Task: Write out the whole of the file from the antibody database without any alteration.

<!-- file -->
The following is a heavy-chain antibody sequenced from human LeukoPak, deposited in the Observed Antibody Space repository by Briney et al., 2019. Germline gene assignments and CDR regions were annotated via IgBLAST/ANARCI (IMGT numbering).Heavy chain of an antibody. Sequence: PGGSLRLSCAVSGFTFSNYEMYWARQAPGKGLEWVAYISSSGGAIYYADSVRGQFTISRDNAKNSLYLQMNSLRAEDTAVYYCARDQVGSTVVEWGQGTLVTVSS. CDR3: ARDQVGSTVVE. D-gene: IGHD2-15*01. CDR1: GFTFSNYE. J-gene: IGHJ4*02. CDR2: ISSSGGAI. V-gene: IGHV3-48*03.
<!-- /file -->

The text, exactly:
The following is a heavy-chain antibody sequenced from human LeukoPak, deposited in the Observed Antibody Space repository by Briney et al., 2019. Germline gene assignments and CDR regions were annotated via IgBLAST/ANARCI (IMGT numbering).Heavy chain of an antibody. Sequence: PGGSLRLSCAVSGFTFSNYEMYWARQAPGKGLEWVAYISSSGGAIYYADSVRGQFTISRDNAKNSLYLQMNSLRAEDTAVYYCARDQVGSTVVEWGQGTLVTVSS. CDR3: ARDQVGSTVVE. D-gene: IGHD2-15*01. CDR1: GFTFSNYE. J-gene: IGHJ4*02. CDR2: ISSSGGAI. V-gene: IGHV3-48*03.